Ellen Malos obituary


My pal Ellen Malos, who has died aged 85, was one of many co-founders in 1972 of the Bristol Ladies’s Centre, a feminist campaigning hub for which she volunteered over plenty of years. Serving as a being pregnant testing centre, in addition to a refuge for girls struggling home violence, the centre initially used the basement of Ellen’s home as an workplace.

Though it was ultimately changed by a community of different initiatives offered by nationwide organisations, a technique or one other Ellen continued as a volunteer and adviser on feminist initiatives and secure homes within the metropolis till her retirement.

She was born in Ballarat, a mining city in Australia, the eldest of the six youngsters of Jack Scarlett, a glazier, and Mabel (nee Ellis), a knitwear employee. Formidably clever and inquiring, with a love of books, after attending Ballarat highschool she studied English and historical past at Melbourne College, the place she met fellow scholar John Malos by means of their mutual curiosity in socialist scholar politics. They married in 1958 and 4 years later moved to the UK.

Settling in Bristol, John turned a physics lecturer at Bristol College, and Ellen started a doctorate on the identical establishment earlier than giving up her research to take care of their two younger youngsters, Rob and Anna.

As soon as that they had develop into youngsters, in 1979 she accomplished a diploma in social administration at Bristol, which helped in her work with the Ladies’s Centre.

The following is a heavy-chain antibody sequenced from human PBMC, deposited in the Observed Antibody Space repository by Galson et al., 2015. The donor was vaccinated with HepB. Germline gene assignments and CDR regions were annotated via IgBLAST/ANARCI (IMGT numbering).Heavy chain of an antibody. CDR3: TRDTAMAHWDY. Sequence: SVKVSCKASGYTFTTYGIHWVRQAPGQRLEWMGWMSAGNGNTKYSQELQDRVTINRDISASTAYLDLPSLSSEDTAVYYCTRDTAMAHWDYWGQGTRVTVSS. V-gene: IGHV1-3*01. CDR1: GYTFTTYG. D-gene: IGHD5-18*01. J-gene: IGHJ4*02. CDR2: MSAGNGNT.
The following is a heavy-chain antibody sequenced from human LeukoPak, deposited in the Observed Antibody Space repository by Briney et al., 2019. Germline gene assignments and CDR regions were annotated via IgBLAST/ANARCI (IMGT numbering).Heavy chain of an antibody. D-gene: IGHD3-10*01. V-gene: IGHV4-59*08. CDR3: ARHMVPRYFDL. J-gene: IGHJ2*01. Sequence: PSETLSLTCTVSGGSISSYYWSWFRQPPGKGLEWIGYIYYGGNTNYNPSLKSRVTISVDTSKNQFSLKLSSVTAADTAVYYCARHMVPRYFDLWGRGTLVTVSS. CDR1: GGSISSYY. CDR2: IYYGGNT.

In 1979 she contributed to a guide known as Half the Sky: An Introduction to Ladies’s Research, printed by the Bristol Ladies’s Research Group, and in 1980 edited The Politics of Housekeeping, an anthology of feminist essays.

The next yr Ellen turned a part-time lecturer in social coverage at Bristol College, the place she did analysis into violence in opposition to girls. In 1990, together with her educational colleague, Gill Hague, she established the Centre for Gender and Violence Analysis throughout the college’s Faculty for Coverage Research. In 2006 she was given an honorary doctorate by the college.

Feminism, friendship and household have been integral to her life, and she or he repeatedly visited her prolonged household in Australia. With a dry and depraved sense of humour, she was a wonderful companion – and somebody who at all times put others first.

John died in 1995. She is survived by Rob and Anna.


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